The 15 Best Movies Hardly Anyone Saw in 2022

This year's underappreciated gems span Japanese animated takes on 'Beauty and the Beast', Australian stunners and Tilda Swinton searching for a mysterious sound.
Sarah Ward
Published on December 19, 2022

In 2022, Australian movie lovers felt a need for speed. The nation's cinemagoers flocked to see yellow-hued offsiders spouting gibberish, too, plus oh-so-many superheroes. We also adored rock 'n' roll icons, wizarding backstories and rampaging dinosaurs. Yes, Top Gun: Maverick, Minions: The Rise of Gru, Thor: Love and Thunder, The Batman and Doctor Strange in the Multiverse of Madness all sit atop of the Aussie box office for the year at the time of writing, followed by Jurassic World Dominion, Elvis, Black Panther: Wakanda Forever, Spider-Man: No Way Home and Fantastic Beasts: The Secrets of Dumbledore.

Your memory isn't failing you: Spider-Man: No Way Home did first hit screens in 2021, and was the top-grossing movie in Australia in 2021. It proved such a box-office smash, though, that it's one of 2022's best money-earners as well. Expect Avatar: The Way of Water to do something similar this year — it's already storming up the list. Indeed, expect it to crack the top ten easily by the time that New Year's Eve hits.

So, they're the massive flicks that everyone saw over the past 12 months, with the literal receipts to prove it. If you only went to the pictures to see huge titles, however, you missed an array of other delights that are well and truly worth your time and attention. As we do every year — and have since 2014 (see also: 2015, 2016, 2017, 2018, 2019, 2020 and 2021) — we've rounded up a list of top-notch films that released in Aussie cinemas in 2022 but didn't rack up fat stacks of cinema takings. Here are our 15 picks that you need to catch up on ASAP.



In the name of its protagonist, and the pain and fury that threatens to parch her 12-year-old existence, Del Kathryn Barton's first feature scorches and sears. It burns in its own moniker, too, and in the blistering alarm it sounds against an appalling status quo: that experiencing, witnessing and living with the aftermath of violence against women is all too common, heartbreakingly so, including in Australia where one woman a week on average is killed by her current or former partner. Blaze has a perfect title, with the two-time Archibald Prize-winning artist behind it crafting a movie that's alight with anger, that flares with sorrow, and that's so astutely and empathetically observed, styled and acted that it chars. Indeed, it's frequently hard to pick which aspect of the film singes more: the story about surviving what should be unknown horrors for a girl who isn't even yet a teen, the wondrously tactile and immersive way in which Blaze brings its namesake's inner world to the screen, or the stunning performance by young actor Julia Savage (Mr Inbetween) in its central part.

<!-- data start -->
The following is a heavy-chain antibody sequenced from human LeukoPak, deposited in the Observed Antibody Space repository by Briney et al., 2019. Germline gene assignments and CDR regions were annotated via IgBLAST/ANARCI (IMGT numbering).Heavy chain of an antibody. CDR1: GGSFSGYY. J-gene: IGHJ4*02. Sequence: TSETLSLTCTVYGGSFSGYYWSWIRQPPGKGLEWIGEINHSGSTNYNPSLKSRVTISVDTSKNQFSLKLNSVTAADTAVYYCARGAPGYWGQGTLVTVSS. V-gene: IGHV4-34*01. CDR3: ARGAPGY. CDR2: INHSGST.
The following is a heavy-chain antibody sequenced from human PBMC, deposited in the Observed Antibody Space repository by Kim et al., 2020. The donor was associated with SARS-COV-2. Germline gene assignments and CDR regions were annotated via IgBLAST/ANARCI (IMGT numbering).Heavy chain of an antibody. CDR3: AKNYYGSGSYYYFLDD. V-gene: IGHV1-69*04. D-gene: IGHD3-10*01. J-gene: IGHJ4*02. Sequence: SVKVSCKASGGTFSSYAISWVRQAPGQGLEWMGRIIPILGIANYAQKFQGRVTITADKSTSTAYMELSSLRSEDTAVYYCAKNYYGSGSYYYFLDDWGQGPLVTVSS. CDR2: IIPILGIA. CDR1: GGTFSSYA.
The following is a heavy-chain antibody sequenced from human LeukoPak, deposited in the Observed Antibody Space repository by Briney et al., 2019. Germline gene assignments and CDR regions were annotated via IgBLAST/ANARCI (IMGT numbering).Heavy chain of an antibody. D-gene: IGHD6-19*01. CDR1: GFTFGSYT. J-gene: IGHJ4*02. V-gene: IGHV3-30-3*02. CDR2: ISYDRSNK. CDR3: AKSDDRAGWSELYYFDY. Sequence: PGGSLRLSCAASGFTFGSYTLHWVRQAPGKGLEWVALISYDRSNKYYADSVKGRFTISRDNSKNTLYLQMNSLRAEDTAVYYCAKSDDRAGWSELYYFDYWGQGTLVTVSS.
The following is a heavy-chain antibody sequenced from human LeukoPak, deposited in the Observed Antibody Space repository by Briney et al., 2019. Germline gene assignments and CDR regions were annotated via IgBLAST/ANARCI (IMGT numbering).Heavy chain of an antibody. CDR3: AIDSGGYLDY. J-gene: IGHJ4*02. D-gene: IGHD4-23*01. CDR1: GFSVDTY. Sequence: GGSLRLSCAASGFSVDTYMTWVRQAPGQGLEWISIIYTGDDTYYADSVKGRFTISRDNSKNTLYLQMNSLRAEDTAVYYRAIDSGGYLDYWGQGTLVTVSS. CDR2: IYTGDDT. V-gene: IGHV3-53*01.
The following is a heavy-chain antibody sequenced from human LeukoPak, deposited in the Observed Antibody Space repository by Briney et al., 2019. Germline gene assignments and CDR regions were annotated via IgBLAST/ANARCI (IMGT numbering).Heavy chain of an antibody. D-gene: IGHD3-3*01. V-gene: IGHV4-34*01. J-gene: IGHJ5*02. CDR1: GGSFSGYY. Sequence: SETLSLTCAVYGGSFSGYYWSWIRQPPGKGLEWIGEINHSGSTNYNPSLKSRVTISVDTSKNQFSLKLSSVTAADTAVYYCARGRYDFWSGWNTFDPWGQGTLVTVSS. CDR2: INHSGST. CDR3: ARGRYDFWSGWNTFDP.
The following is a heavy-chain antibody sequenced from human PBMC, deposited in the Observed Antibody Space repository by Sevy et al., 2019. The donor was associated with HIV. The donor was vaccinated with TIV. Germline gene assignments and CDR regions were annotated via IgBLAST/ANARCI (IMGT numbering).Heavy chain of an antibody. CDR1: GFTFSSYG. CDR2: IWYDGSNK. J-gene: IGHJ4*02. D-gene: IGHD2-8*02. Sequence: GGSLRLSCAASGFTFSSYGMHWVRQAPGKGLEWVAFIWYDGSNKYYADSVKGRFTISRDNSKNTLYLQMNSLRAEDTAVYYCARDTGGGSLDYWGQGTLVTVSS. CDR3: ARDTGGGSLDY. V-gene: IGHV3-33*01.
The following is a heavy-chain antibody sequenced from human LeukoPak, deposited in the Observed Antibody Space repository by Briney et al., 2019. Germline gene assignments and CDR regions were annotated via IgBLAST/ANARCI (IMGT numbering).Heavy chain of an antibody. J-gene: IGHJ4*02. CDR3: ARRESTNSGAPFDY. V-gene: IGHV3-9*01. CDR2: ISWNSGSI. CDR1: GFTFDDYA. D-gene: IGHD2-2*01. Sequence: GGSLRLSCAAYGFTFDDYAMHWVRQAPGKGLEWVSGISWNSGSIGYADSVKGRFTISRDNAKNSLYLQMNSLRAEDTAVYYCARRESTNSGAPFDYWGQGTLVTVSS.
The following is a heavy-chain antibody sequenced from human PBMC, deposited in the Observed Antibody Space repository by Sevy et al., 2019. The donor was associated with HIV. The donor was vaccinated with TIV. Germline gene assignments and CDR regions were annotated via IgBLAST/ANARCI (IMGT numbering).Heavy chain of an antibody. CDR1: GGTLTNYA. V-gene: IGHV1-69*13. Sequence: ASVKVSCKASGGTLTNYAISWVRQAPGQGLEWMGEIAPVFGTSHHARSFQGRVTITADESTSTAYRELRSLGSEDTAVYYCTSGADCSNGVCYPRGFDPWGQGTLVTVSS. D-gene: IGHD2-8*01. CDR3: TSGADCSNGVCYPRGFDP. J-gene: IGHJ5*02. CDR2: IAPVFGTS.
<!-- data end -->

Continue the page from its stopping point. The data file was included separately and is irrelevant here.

There are imagined dragons in Blaze, but Game of Thrones or House of the Dragon, this isn't — although Jake (Josh Lawson, Mortal Kombat), who Blaze spots in an alleyway with Hannah (Yael Stone, Blacklight), has his lawyer (Heather Mitchell, Bosch & Rockit) claim that his accuser knows nothing. With the attack occurring mere minutes into the movie, Barton dedicates the feature's bulk to how her lead character copes, or doesn't. Being questioned about what she saw in court is just one way that the world tries to reduce her to ashes, but the embers of her hurt and determination don't and won't die. Blaze's father Luke (Simon Baker, High Ground), a single parent, understandably worries about the impact of everything blasting his daughter's way. As she retreats then acts out, cycling between both and bobbing in-between, those fears are well-founded. Blaze is a coming-age-film — a robbing-of-innocence movie as well — but it's also a firm message that there's no easy or ideal response to something as awful as its titular figure observes.

Blaze is available to stream via Google Play, YouTube Movies, iTunes and Prime VideoRead our full review.



Sometimes, a comparison is so obvious that it simply has to be uttered and acknowledged. That's the case with You Won't Be Alone, the first feature from Macedonian Australian writer/director Goran Stolevski, who also helmed MIFF's 2022 opening-night pick Of an Age. His debut film's lyrical visuals, especially of nature, instantly bringing the famously poetic aesthetics favoured by Terrence Malick (The Tree of Life, A Hidden Life) to mind. Its musings on the nature of life, and human nature as well, easily do the same. Set centuries back, lingering in villages wracked by superstition and exploring a myth about a witch, You Won't Be Alone conjures up thoughts of Robert Eggers' The Witch as well. Indeed, if Malick had directed that recent favourite, the end product might've come close to this entrancing effort. Consider Stolevski's feature the result of dreams conjured up with those two touchstones in his head, though, rather than an imitator.